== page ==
Urban Growth Boundary

UGB Blasted

Michael Amsler

Field of dreams: Sonoma County politicos and conservationists, including Christa Shaw of Greenbelt Alliance, held a press conference last week, branding a new Rohnert Park growth measure “a cynical attempt to confuse voters.”

Chorus of critics assails proposed developer-friendly Rohnert Park urban growth boundary

By Paula Harris

WHILE THE DEBATE simmers about whether urban growth boundaries curb sprawl and allow a community to retain its charm, or whether UGBs unfairly hinder economic development by placing a blanket restriction over expansion, local voters could encounter three distinct growth-curbing measures on upcoming ballots.

In one of those instances, a new UGB has sparked allegations that Rohnert Park officials and local developers are teaming up to steamroll growth limits adopted two years ago. In 1996, Rohnert Park, Sebastopol, Healdsburg, and Santa Rosa gave the nod to UGBs, and voters countywide agreed to a measure that requires the county to respect municipal UGBs. The latter three cities adopted the first voter-approved, 20-year urban boundary initiatives in the United States; Rohnert Park’s UGB was supposed to stand for four years.

Now that sprawling suburb is the first city in the nation to face what critics say is “a cynical” challenge to the law by development interests.

The newly proposed UGB that has found its way onto the June 2 ballot in Rohnert Park–Measure A–raised the hackles of some environmentalists. Greenbelt Alliance representatives claim that the new measure actually will repeal the earlier voter-approved UGB and contains a loophole that gives the City Council authority to expand the boundaries of the growth limit without voter approval.

Greenbelt Alliance’s North Bay field director Christa Shaw, who works for the non-profit Bay Area conservation group that has spearheaded or supported every UGB measure in Northern California, warns that Measure A is a sham that ultimately will benefit big developers. “Other cities that have passed UGBs carefully constructed exceptions to make sure they could provide state-mandated low-income housing,” she explains. “On the other hand, [because of a loophole in the resolution] Rohnert Park’s City Council can expand the boundary without voter approval for any kind of housing. It’s really misleading, and it gives people a blueprint on how to destroy every other UGB.”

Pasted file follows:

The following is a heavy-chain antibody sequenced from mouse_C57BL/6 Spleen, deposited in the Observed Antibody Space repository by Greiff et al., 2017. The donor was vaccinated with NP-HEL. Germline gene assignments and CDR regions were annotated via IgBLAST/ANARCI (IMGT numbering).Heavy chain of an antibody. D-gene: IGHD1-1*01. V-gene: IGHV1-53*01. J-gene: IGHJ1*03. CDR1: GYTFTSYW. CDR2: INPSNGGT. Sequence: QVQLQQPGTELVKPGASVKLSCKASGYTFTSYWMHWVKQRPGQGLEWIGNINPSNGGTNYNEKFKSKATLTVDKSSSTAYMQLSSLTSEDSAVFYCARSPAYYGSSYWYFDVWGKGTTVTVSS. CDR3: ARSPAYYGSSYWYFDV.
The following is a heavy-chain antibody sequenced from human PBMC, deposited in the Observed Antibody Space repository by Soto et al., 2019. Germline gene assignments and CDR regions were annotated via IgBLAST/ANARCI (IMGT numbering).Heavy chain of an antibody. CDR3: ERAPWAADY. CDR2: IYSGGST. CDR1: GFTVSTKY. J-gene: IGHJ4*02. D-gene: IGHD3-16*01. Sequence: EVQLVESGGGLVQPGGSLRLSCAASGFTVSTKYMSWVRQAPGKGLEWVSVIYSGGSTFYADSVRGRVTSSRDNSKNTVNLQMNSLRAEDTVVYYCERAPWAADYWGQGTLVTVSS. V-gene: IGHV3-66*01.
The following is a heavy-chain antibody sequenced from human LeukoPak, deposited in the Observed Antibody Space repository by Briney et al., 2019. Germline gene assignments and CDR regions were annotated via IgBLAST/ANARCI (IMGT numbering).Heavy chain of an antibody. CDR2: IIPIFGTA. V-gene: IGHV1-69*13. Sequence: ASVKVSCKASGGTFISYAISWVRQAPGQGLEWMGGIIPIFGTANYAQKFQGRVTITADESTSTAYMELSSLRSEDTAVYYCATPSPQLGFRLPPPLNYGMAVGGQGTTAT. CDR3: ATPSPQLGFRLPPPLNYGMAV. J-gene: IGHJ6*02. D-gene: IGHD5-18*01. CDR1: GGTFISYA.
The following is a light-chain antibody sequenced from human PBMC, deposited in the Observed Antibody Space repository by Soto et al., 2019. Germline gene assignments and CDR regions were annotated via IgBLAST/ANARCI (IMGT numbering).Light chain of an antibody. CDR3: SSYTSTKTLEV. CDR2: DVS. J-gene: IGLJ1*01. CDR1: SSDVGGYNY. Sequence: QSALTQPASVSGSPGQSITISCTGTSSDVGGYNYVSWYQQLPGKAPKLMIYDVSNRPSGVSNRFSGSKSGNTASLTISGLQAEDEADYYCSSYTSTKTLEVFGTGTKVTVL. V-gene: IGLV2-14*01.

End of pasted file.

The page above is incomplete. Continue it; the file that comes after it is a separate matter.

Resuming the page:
Others agree. “Other cities passed UGBs after a lot of public input. Here in Rohnert Park, the City Council majority is putting the cart before the horse,” says Rohnert Park City Councilman Jake Mackenzie, one of the council minority that opposes Measure A and has formed a group called Citizens United for Urban Boundaries, or CURB.

“The real plan is to increase the population of Rohnert Park by 13,000 over the next 20 years, which would require about 5,000 more houses,” he contends.

He recalls that the Rohnert Park council members who are pushing Measure A were adamantly against UGBs 18 months ago. “It’s an amazing conversion to this religion,” Mackenzie dryly observes. Rohnert Park City Councilman Armando Flores, who sponsored the ballot initiative, did not return calls for comment this week, but he has publicly stated that the measure is intended simply to encourage economic vitality and provide space for population growth.